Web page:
By now, we all know seed stage fundraising doesn’t happen in rounds — seed funding is a process — and it’s dragged out for many weeks, many months, and sometimes years. Founders and companies issue notes for debt which converts to equity when a round is priced by a bigger fund (most often), and those notes are usualled “capped” at some price. Likely, you’ve read about this before and/or can find more information on the intricacies of notes and capped rounds on the WWW.
I stumbled upon a lesson in raising Haystack. Because the fund is very small (like, really small) and because the LPs are mostly just individuals I know personally across the country, I can also raise the fund in a rolling model — though I can’t “split caps.” What I initially found — like a founder raising money — is that oftentimes people can wait a bit before committing to see who else comes in. No problem, but after a while, I realized it could encourage behaviors that are counterproductive.
So, instead, when someone approaches me about the fund, and there’s mutual interest, I politely mention that from the time we discuss any details, I give the person about one month to decide. It’s enough time to ask questions, poke around the web to learn about me, and to make a decision. I have now most certainly informed people after their month is up that I will happily save their name for the next fund. No harm, no foul — but I retain control and peace of mind. It sends an important signal.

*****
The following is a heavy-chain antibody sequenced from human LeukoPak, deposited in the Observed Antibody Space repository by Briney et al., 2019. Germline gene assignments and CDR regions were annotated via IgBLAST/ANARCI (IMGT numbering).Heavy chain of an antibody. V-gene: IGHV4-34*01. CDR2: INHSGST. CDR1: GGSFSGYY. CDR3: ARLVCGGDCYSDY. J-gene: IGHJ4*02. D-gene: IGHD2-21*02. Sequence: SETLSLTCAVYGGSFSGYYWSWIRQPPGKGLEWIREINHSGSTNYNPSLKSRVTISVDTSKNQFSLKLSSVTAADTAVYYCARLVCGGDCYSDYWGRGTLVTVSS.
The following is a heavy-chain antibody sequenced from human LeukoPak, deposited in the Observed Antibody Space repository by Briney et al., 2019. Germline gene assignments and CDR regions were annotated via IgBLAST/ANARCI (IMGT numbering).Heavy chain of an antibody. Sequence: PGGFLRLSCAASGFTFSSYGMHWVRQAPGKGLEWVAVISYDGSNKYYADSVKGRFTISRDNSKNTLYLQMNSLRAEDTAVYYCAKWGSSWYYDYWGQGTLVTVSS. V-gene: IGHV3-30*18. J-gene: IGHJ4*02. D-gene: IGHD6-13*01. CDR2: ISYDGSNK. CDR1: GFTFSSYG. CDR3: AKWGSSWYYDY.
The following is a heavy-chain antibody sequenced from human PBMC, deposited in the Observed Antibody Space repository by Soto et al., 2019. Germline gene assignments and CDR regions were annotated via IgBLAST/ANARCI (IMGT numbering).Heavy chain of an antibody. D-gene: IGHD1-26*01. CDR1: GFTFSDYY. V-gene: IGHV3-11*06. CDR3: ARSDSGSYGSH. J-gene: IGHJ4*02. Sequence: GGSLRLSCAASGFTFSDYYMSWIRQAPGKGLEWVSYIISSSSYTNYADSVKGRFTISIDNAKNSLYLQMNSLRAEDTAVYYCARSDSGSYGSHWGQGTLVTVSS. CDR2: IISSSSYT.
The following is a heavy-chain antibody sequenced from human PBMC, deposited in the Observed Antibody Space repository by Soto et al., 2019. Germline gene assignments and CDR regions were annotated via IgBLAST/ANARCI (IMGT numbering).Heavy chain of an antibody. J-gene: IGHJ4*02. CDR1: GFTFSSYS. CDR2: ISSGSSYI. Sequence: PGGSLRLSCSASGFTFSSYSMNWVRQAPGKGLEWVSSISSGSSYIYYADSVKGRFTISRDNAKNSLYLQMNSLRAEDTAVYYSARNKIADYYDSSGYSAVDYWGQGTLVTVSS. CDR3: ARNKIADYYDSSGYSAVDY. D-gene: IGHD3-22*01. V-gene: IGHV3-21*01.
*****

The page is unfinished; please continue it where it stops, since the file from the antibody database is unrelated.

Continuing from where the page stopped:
Seed-stage founders could do something similar in an era of rolling closes. Instead of meeting millions of early-stage investors like me and trying to herd us like blind mice, why not put a clock on the offer? There’s so much seed funding going around, don’t worry about saying “no” to someone. It’s simple — you meet someone who inquires about your business. They dig in a little and explore. You gently suggest that your company policy is to give early-stage investors about 4 weeks from time = 0 to decide. After that, it moves on to a different “cap.” The key here is that one has to be totally comfortable with just walking away from an investor — and I’m writing this to underline the fact that oftentimes it is entirely OK to do so.
A founder I know well struggled for 8 months to just get $500k. Brutal struggle. Now, he’s in YC. When word spread, he had plenty of offers, of course. But, many of those people early didn’t invest, and he let them hang around the hoop. Now when those folks ping him, he’s quoting a higher cap. Time is money.